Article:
India's manufacturing activity contracted at a sharper pace in July: Survey

Asia's third-largest economy, which has the third-highest coronavirus caseload globally, is expected to shrink at its sharpest pace since 1979 this fiscal year, a Reuters poll found last week.

India’s manufacturing activity contracted at a faster pace in July after showing some recovery in June, as localised lockdowns by state governments took their toll on business activity.

The IHS Markit India Manufacturing Purchasing Managers’ Index (PMI) dropped to 46 in July from 47.2 in June. The reading pointed to a “marked deterioration in business conditions across the Indian manufacturing sector,” to which firms responded by cutting both staff numbers and purchasing activity, IHS Markit said in its report.

A reading below 50 in the index is an indicator of contraction, while one above that shows expansion.

Data from Indian manufacturers shed more light on the state of economic conditions in one of the countries worst affected by the Covid-19 pandemic, IHS Markit economist Eliot Kerr said in the report.


“The survey results showed a re-acceleration of declines in the key indices of output and new orders, undermining the trend towards stabilisation seen over the past two months,” he said.

The Centre imposed a nationwide lockdown on March 25 to contain the spread of Covid-19. The restrictions were eased in phases starting May, but several state governments opted for stringent local shutdowns last month to quell outbreaks, impacting the pickup in activity. Indicators such as unemployment data that had shown improvement in June were tepid in July due to the re-emergence of lockdowns.

The economy did not gather pace in July after the June spurt amid rising Covid-19 cases and mini shutdowns, denting the recovery, ET had reported Monday. Retail remained sluggish, credit growth was lower, diesel demand fell and mobility indicators did not suggest increased activity in the month, it said.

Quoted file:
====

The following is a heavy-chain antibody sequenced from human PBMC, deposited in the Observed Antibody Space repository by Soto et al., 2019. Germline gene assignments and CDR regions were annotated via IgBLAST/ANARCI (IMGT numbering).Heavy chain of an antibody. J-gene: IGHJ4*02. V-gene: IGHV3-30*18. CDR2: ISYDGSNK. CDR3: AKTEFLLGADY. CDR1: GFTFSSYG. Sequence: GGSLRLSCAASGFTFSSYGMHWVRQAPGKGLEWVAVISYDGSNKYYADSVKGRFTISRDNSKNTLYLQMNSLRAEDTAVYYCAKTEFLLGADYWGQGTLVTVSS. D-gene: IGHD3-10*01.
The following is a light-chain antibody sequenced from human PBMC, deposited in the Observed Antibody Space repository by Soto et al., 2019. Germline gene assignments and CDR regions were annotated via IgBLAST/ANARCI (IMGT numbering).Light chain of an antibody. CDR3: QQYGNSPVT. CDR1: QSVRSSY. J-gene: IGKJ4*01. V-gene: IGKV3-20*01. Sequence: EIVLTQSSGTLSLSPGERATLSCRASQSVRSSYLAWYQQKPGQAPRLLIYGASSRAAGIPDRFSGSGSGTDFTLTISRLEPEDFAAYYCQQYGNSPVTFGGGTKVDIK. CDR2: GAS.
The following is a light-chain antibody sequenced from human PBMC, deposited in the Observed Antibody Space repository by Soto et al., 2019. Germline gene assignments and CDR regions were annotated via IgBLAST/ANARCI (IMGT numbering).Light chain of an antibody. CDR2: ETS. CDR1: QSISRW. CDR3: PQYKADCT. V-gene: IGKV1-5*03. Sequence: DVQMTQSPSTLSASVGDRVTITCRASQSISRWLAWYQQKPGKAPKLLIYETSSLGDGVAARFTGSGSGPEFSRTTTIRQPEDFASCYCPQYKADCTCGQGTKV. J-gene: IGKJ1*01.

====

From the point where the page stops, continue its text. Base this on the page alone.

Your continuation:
According to the IHS Markit report, subdued demand was evidenced by another marked decrease in new orders placed with manufacturers last month, and attributed to often-cited prolonged closures at clients’ businesses. Further contraction in new export orders was seen, as international clients were hesitant to place orders while the duration of the pandemic remained uncertain. The latest reduction in exports was the softest for four months.

Kerr said conditions were unlikely to improve until infection rates were brought under control and lockdowns could be lifted. “Anecdotal evidence indicated that firms were struggling to obtain work, with some of their clients remaining in lockdown, suggesting that we won't see a pickup in activity until infection rates are quelled and restrictions can be further removed,” he said.

Contrary to prevailing conditions, manufacturers were increasingly optimistic over future activity, the report said. Sentiment toward the 12-month business outlook improved for the second month in a row to reach a five-month high. However, the degree of positivity was still well below the historical average, it said.
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